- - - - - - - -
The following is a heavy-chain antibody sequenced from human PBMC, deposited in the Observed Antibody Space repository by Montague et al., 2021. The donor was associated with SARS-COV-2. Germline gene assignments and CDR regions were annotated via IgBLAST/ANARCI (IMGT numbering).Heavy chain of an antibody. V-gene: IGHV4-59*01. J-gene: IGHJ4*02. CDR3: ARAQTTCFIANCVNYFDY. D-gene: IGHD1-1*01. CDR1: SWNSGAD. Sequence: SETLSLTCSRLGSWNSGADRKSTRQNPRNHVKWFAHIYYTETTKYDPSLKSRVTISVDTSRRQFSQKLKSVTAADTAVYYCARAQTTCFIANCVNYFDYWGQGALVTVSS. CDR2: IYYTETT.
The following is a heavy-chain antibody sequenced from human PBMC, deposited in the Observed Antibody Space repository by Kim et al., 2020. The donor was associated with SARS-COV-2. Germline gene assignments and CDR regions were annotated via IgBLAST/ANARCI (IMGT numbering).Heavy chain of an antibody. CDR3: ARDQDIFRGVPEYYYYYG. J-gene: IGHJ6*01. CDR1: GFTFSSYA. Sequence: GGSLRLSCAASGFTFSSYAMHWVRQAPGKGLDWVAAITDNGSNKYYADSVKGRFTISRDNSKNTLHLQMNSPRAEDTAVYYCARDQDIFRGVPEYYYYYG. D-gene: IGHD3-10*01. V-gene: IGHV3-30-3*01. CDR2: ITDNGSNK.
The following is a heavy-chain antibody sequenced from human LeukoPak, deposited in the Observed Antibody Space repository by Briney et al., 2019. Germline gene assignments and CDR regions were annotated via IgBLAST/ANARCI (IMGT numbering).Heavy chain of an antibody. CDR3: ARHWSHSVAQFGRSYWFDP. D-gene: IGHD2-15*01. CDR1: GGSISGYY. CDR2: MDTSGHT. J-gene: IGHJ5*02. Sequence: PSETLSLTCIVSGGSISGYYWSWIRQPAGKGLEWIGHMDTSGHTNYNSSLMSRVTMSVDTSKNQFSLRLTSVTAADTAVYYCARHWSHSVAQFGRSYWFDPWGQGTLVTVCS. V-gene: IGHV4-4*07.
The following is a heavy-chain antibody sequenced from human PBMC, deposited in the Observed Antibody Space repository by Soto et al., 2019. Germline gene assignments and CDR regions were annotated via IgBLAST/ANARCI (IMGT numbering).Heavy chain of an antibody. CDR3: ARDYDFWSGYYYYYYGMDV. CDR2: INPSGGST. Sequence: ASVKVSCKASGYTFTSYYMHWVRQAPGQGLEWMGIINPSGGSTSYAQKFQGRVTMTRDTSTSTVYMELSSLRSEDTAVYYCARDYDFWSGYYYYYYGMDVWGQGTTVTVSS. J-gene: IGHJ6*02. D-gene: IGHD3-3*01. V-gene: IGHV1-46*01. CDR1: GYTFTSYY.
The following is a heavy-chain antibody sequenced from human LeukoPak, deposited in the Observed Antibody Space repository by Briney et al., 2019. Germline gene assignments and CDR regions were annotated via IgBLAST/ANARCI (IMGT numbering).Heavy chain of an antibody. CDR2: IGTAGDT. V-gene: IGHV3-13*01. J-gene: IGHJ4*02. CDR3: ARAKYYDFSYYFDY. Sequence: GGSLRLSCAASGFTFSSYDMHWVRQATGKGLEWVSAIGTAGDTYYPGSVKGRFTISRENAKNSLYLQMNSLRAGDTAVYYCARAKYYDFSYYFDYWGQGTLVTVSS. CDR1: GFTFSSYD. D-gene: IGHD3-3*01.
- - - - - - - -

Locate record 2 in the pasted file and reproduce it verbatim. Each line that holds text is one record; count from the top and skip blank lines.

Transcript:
The following is a heavy-chain antibody sequenced from human PBMC, deposited in the Observed Antibody Space repository by Kim et al., 2020. The donor was associated with SARS-COV-2. Germline gene assignments and CDR regions were annotated via IgBLAST/ANARCI (IMGT numbering).Heavy chain of an antibody. CDR3: ARDQDIFRGVPEYYYYYG. J-gene: IGHJ6*01. CDR1: GFTFSSYA. Sequence: GGSLRLSCAASGFTFSSYAMHWVRQAPGKGLDWVAAITDNGSNKYYADSVKGRFTISRDNSKNTLHLQMNSPRAEDTAVYYCARDQDIFRGVPEYYYYYG. D-gene: IGHD3-10*01. V-gene: IGHV3-30-3*01. CDR2: ITDNGSNK.